The other big change EVGA made for this Classified model is to the chipset cooling. The E758 uses a strange set-up with a tall passive cooler on the power regulation hardware that looks similar to a garden gate. The cooler on the Northbridge is linked to the Southbridge with a heatpipe and is also quite tall. It carries a small, noisy cooling fan and we found that, unfortunately, the fan is a necessity as the chipset cooler gets uncomfortably hot if you unplug the fan to cut the noise level.
On the E760 it’s all change as the Southbridge is covered by a large, passive, low profile, matt black cooler that sports a ‘Classified’ logo. The power regulation hardware and Northbridge have individual passive coolers that are great big chunky affairs. Instead of standing tall EVGA has chosen to make the coolers very deep or thick with the result that they don’t impinge upon the CPU socket to anything like the extent of the coolers on the E758. When we tested the E758 we were forced to install our Noctua cooler in a specific orientation to avoid fouling one of the chipset coolers. With the E760 Classified we could mount it however we liked.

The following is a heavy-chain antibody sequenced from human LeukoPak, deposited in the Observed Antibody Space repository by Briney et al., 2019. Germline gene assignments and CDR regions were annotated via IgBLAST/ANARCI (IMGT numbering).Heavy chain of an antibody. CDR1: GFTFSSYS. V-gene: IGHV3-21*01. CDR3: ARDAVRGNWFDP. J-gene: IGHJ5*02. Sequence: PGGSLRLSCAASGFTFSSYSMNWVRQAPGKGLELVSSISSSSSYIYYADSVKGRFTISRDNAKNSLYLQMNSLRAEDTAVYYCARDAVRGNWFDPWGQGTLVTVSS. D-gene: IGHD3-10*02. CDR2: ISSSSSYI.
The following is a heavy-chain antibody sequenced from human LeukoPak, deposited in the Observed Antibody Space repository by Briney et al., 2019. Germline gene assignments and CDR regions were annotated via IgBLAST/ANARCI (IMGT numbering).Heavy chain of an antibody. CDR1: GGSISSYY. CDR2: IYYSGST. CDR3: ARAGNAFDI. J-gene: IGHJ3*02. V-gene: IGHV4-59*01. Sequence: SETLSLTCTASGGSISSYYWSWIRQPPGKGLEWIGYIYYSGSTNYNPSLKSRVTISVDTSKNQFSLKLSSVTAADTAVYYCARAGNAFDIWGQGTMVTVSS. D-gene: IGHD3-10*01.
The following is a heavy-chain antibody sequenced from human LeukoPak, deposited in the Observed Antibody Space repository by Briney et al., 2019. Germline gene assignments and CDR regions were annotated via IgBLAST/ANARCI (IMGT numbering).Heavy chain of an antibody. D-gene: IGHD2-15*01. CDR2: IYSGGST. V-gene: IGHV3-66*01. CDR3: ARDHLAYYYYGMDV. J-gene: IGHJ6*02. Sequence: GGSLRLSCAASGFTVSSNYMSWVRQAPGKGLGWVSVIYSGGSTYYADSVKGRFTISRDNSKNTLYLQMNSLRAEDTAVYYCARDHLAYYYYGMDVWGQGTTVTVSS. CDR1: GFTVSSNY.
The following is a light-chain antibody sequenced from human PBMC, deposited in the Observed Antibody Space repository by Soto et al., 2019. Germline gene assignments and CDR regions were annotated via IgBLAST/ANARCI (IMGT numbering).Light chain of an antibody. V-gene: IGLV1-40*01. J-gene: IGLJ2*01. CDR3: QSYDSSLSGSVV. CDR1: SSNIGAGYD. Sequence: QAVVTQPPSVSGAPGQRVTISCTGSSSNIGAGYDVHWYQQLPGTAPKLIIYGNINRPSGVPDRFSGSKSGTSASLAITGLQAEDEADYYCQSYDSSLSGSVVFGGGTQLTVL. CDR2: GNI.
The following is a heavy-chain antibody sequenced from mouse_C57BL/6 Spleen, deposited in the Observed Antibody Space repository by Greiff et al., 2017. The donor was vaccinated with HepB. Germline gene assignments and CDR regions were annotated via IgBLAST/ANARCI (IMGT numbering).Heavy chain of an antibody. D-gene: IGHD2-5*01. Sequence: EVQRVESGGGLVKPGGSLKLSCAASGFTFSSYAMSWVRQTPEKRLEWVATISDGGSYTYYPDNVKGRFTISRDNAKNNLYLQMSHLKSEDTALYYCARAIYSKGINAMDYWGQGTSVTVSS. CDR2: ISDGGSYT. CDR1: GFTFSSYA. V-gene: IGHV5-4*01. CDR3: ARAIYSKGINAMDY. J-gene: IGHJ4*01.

While we’re in the region of the CPU socket the E758 has 8+2 power regulation hardware while on the E760 it is 10+3. There’s another unusual feature on the Classified as EVGA has installed two eight-pin EATX power connectors and claims that you can feed 600W into the board without any problem which sounds rather extreme. We don’t have a power supply with two eight-pin connectors but our Listan/Be Quiet did a fine job and appeared to power the Classified perfectly well.
We tested the E760 Classified back-to-back with the E758 using a Core i7 965 Extreme, 3GB of Kingston KHX16000 DDR3 RAM, a Radeon HD 4890 and an Intel X25-M SSD.
Both models of EVGA overclocked to the same speed of 3.87GHz and delivered the same performance in 3DMark Vantage, PCMark 05 and Far Cry 2. The E760 Classified drew slightly more power under load however the passive cooling system worked admirably well and was considerably more civilized than the active cooler on the E758. Other than that the two motherboards were effectively identical.